Catherine Lets us in Her Kitchen to Talk About Her Vegan Lifestyle
In this interview, Catherine, a French woman who has lived in Berlin for several years, warmly opened her kitchen to us. We had so many questions about the signification of been vegan, a way of life that she and her family have adopted for several years. She enlightened us on this choice and gave us her advice.
When were you first interested in becoming vegan?
Catherine: When I was 15, I decided to stop eating meat. I couldn’t stand the smell and the texture. That’s how it started!
What was your path to becoming vegan? What were the steps?
We gradually phased out meat, fish and then dairy.
As a young mother, I looked into the toxicity of fish. I discovered that farmed fish contain neurotoxic substances that are harmful to health.
In agreement with my children, I therefore decided to remove fish from our diet.
By bringing the diet and its impact on the environment and the animals closer together, I also realised that the dairy industry was doing dreadful harm to cows. So I decided to ban milk and milk products from the family diet as well.
Our family was on a vegan diet for a while, then became vegan (we no longer wear leather or wool).
How did you introduce the vegan concept to your children?
As far as my children are concerned, I wanted to give them a choice.
When they were young, I added meat to their diet but as time went by, they decided not to eat their favourite animals (lambs, calves, rabbits,…).
Then, step by step, they cut the meat out of their diet.
And how did you convince your children to stop eating dairy products? These are the most important products for children!
From an animal protection point of view, we took up a vegan challenge for 30 days with some friends.
It consisted of adapting all our eating habits and revisiting our favourite dishes. At the end of this challenge, the whole family was convinced. Some of our relatives also adopted this new vegan diet and are still following it today.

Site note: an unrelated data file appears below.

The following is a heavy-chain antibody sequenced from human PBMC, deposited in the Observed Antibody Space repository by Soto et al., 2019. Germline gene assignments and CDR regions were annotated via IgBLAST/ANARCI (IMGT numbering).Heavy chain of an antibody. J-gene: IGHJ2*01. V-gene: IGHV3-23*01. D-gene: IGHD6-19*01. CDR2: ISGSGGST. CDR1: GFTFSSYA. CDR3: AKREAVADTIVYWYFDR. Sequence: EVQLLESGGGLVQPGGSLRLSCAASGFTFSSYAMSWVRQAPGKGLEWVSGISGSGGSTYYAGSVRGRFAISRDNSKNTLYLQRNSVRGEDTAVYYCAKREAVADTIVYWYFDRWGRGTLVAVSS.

Their choice was not only driven by health reasons, but also by environmental concerns.
Catherine then opened her kitchen cupboards to us and we discovered her almonds from France, her rice from the Camargue, her lentils from Austria and the chickpeas grown by a family member in the South of France. As well as her German plant-based butter. She also explained how to make her soy milk, tofu and yoghurts from bulk soybeans.
What do you think characterises a good vegan product?
I think that any good vegan product should be local so that it is fully traceable and offers security in terms of food quality. This is why I encourage you to eat a lot of seasonal vegetables and fruits!
How do you make up for the lack of Vitamin B12 in the vegan diet?
I solve this deficiency problem simply by taking vitamin B12 supplements.
You are vegan not only because of your diet but also because of your beliefs. Can you explain to us what it means?
Indeed, being vegan means choosing to reduce the impact of your diet on the planet, improve your health and fight against animal abuse, industrial animal production and factory farming. However, you have to cook because industrial vegan junk food also exists.
In conclusion, two vegan approaches can be identified: the diet and the lifestyle. Eating vegan food is above all a combination of culinary experience and ethics… and it requires the commitment to cook a little. Catherine showed us that with a little imagination, we could easily revisit the dishes of our childhood.
The Benoo team would like to thank this family for this wonderful interview!
If you’d like to learn more about vegan cuisine:
French vegan websites:
German vegan websites: